It’s the ultimate Catch 22 for coal companies: They can’t dig for coal unless they have the permits to do so. Yet, they can’t afford to cover the insurance necessary to guarantee they clean up the sites when they are done. That money is needed to explore and pay workers, which the industry says is more urgent.
But this week the Interior Department’s Office of Surface Mining, Reclamation and Enforcement asked the states to deny their ability to explore if they self-bond, which is to basically self-insure. Basically, the coal companies are broke and don’t have the monies set aside, the agency says.
It’s not an academic point: Alpha Natural Resources, Arch Coal and Peabody Energy all declared bankruptcy in the last year or so, although they are all expected to emerge smaller and better financed companies. But if they can’t meet the clean up obligations, the responsibility falls on taxpayers.
It is up to the states to decide. And even those coal-heavy states don’t want to have ugly blights on their hands if the sites can’t be cleaned up at company expense.
And it’s no small sum: almost $3.6 billion in self-bonds are outstanding from Alpha Natural Resources, Arch Coal, Cloud PeakEnergy and Peabody Energy, says the Natural Resources Defense Council. Altogether, the United States has been working to clean up more than 500,000 acres that were abandoned before the bonding law took effect in 1977 at a cumulative cost of potentially $12 billion.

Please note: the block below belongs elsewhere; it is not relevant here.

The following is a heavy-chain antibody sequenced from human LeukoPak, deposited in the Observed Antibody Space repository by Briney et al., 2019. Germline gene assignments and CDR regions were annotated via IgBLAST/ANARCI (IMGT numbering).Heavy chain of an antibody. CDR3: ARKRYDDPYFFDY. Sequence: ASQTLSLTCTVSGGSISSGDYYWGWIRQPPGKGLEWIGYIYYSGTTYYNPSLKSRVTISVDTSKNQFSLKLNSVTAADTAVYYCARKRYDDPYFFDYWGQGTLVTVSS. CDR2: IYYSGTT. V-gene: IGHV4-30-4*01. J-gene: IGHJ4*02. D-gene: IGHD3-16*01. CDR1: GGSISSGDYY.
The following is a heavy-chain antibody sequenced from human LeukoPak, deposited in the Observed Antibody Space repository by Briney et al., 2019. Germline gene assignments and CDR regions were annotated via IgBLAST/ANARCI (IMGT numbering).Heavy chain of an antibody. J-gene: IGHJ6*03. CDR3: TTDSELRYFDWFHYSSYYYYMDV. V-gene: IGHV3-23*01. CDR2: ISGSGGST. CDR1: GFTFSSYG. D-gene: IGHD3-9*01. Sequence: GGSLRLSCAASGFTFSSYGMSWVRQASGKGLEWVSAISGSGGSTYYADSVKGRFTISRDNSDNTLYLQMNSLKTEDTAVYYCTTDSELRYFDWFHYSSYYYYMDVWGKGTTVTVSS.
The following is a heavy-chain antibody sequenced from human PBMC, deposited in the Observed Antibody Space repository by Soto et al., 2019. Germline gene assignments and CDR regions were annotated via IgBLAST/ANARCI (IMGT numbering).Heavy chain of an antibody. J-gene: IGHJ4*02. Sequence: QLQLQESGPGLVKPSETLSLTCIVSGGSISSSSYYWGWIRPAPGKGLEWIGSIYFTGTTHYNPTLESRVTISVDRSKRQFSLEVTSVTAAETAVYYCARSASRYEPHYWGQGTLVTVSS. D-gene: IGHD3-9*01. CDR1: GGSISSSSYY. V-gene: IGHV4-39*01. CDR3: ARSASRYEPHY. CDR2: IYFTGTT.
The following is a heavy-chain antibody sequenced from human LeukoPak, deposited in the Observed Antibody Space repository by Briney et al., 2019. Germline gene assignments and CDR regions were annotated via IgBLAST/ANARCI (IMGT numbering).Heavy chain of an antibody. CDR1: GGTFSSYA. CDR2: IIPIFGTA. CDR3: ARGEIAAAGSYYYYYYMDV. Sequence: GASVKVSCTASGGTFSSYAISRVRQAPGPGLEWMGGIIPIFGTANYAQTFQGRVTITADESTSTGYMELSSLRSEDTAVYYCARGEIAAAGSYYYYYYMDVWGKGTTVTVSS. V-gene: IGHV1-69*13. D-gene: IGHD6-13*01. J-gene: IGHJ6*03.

“Lack of global demand for coal, competition from low cost shale gas and the unprecedented and continuing retirement of coal-fired power plants are clear signs that the energy industry is undergoing a major transformation and it is incumbent upon OSMRE to protect the public’s interest,” said Joe Pizarchik, the coal agency’s director, in a statement.
“As the era of Big Coal comes to an end, we must do more to ensure coal companies live up to their obligations to coal communities across the nation by cleaning up scarred landscapes and destroyed watersheds, and restoring public lands we all hold in trust,” adds Sharon Buccino, Director of Lands at the Natural Resources Defense Council.